The above-captioned case has been set for argument on the merits at:

Supreme Court Courtroom
Ali`iolani Hale, 2nd Floor
417 South King Street
Honolulu, HI 96813

Attorney(s) for Plaintiffs-Appellants/Cross-Appellees THOMAS FRANK SCHMIDT and LORINNA JHINCIL SCHMIDT:

R. Steven Geshell and Thomas P. Dunn

Attorney(s) for Defendants-Appellees/Cross-Appellants HSC, INC., RICHARD HENDERSON, SR., and ELEANOR R. J. HENDERSON:

Paul Alston and Stephen M. Tannenbaum of Alston Hunt Floyd & Ing

COURT: Fujise, Leonard, and Ginoza, JJ.

Brief Description:

This case involves allegations by Appellants that Appellees participated in certain fraudulent transfers and that Appellants are entitled to remedies against them as a result of those transfers. Appellees maintain, inter alia, that the statute of limitations has run on Appellants' claims. In an August 30, 2013 Memorandum Opinion, on an appeal from a bench trial wherein it was determined that Appellants failed to prove their claims, this court agreed with Appellees that Appellants' claims are time-barred and did not reach the merits of Appellants' contentions that the trial court erred in ruling against them. However, on January 15, 2014, the Hawai`i Supreme Court issued an Opinion, on certiorari review, holding that the applicable statute of limitations begins to run, not when a claimant discovers the purportedly fraudulent transfer, but when the fraudulent nature of the transfer was or could reasonably have been discovered by the claimant.

On remand from the supreme court, this court has been directed to address the merits of Appellants' contentions that the trial court erred in rejecting their claims, regardless of whether the statute of limitations has run on their claims, as that statute has now been interpreted by the supreme court. As the supreme court noted in its Opinion, however, the trial court did not issue any findings or conclusions regarding when the Appellants discovered or reasonably could have discovered the fraudulent nature of the transfers. Thus, we will hear argument from the parties on whether this court may further consider whether Appellants' claims are time-barred, absent such findings, in addition to argument on the merits of Appellants' claims.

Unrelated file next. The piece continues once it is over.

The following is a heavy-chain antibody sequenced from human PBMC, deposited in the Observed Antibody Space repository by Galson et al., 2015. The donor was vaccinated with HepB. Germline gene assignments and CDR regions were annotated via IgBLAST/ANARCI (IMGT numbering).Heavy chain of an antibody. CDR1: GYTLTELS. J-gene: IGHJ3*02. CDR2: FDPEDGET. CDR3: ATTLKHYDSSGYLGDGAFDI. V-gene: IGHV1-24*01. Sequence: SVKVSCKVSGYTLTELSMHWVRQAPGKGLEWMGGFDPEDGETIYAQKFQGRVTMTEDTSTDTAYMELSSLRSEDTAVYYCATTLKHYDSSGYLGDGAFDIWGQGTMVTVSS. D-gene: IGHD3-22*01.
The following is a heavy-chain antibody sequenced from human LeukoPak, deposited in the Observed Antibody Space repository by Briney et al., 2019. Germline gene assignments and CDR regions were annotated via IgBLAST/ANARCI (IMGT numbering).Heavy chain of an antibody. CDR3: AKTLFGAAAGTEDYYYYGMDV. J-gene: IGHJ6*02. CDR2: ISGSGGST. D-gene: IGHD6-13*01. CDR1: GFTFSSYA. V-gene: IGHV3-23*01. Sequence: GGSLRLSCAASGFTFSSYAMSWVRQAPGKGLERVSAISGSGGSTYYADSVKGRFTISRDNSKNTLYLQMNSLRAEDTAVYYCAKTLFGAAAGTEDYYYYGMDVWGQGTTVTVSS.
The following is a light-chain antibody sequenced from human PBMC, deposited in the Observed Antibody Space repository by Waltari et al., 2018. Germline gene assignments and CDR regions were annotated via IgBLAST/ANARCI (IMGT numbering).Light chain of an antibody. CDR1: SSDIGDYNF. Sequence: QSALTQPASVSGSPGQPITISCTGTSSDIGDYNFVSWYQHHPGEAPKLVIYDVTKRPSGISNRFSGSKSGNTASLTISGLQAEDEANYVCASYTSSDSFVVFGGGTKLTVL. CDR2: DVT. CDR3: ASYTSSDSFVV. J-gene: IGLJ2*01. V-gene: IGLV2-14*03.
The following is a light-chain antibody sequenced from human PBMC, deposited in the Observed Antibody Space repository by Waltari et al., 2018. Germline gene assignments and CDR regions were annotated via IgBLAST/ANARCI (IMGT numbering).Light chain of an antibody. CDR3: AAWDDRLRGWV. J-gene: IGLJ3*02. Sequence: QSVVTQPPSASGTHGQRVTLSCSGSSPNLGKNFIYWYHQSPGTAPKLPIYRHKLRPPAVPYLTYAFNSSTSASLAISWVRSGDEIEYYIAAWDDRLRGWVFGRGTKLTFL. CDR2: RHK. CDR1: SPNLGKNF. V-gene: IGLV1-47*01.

Intermediate Courts of Appeals

CAAP-12-0000025, Wednesday, February 11, 2015, 10:15 a.m.

GORAN PLEHO, LLC, a Hawai`i Limited Liability Company (dba Resorts Limousine Services), and GORAN PLEHO, Plaintiffs/Counterclaim-Defendants/Cross-Claim Plaintiffs/Appellants/ Cross-Appellees, and ANA MARIA PLEHO, Plaintiff/Appellant/Cross-Appellee, vs. DRAGAN RNIC, Defendant/Counterclaim-Plaintiff/Cross-Claim Plaintiff/Cross-Claim Defendant/Appellee/Cross-Appellee, and DAVID W. LACY, LACY AND JACKSON, LLLC, a Hawai`i Limited Liability Law Company, Defendants/Counterclaim-Plaintiffs/Cross-Claim Plaintiffs/Cross-Claim Defendants/Appellees/ Cross-Appellants.

The above-captioned case has been set for argument on the merits at: